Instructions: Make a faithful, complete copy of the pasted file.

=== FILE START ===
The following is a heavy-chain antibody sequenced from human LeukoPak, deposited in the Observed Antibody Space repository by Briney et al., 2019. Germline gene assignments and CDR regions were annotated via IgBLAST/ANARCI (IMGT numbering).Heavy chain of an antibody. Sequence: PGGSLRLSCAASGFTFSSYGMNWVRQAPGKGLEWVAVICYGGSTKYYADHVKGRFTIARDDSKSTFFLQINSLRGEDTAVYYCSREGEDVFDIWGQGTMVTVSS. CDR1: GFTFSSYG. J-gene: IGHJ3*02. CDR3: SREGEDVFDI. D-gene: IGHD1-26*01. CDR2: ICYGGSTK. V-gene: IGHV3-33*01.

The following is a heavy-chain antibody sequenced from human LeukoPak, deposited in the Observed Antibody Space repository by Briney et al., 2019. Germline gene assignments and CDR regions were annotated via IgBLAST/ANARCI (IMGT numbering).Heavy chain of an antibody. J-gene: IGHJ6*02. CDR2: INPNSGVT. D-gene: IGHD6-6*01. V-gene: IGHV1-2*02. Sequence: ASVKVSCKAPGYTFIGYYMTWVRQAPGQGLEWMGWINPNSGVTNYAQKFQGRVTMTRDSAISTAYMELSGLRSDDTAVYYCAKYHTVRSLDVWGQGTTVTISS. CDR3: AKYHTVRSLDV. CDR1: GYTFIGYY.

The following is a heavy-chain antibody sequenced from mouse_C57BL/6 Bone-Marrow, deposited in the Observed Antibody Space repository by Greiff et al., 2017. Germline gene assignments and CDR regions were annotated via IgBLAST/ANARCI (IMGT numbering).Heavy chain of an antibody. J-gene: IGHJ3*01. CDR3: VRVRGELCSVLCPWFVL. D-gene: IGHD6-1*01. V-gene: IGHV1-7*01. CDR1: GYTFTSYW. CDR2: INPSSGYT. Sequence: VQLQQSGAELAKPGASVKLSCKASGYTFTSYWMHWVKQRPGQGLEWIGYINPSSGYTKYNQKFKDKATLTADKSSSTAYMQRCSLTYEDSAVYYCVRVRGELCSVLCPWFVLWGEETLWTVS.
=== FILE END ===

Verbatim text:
The following is a heavy-chain antibody sequenced from human LeukoPak, deposited in the Observed Antibody Space repository by Briney et al., 2019. Germline gene assignments and CDR regions were annotated via IgBLAST/ANARCI (IMGT numbering).Heavy chain of an antibody. Sequence: PGGSLRLSCAASGFTFSSYGMNWVRQAPGKGLEWVAVICYGGSTKYYADHVKGRFTIARDDSKSTFFLQINSLRGEDTAVYYCSREGEDVFDIWGQGTMVTVSS. CDR1: GFTFSSYG. J-gene: IGHJ3*02. CDR3: SREGEDVFDI. D-gene: IGHD1-26*01. CDR2: ICYGGSTK. V-gene: IGHV3-33*01.

The following is a heavy-chain antibody sequenced from human LeukoPak, deposited in the Observed Antibody Space repository by Briney et al., 2019. Germline gene assignments and CDR regions were annotated via IgBLAST/ANARCI (IMGT numbering).Heavy chain of an antibody. J-gene: IGHJ6*02. CDR2: INPNSGVT. D-gene: IGHD6-6*01. V-gene: IGHV1-2*02. Sequence: ASVKVSCKAPGYTFIGYYMTWVRQAPGQGLEWMGWINPNSGVTNYAQKFQGRVTMTRDSAISTAYMELSGLRSDDTAVYYCAKYHTVRSLDVWGQGTTVTISS. CDR3: AKYHTVRSLDV. CDR1: GYTFIGYY.

The following is a heavy-chain antibody sequenced from mouse_C57BL/6 Bone-Marrow, deposited in the Observed Antibody Space repository by Greiff et al., 2017. Germline gene assignments and CDR regions were annotated via IgBLAST/ANARCI (IMGT numbering).Heavy chain of an antibody. J-gene: IGHJ3*01. CDR3: VRVRGELCSVLCPWFVL. D-gene: IGHD6-1*01. V-gene: IGHV1-7*01. CDR1: GYTFTSYW. CDR2: INPSSGYT. Sequence: VQLQQSGAELAKPGASVKLSCKASGYTFTSYWMHWVKQRPGQGLEWIGYINPSSGYTKYNQKFKDKATLTADKSSSTAYMQRCSLTYEDSAVYYCVRVRGELCSVLCPWFVLWGEETLWTVS.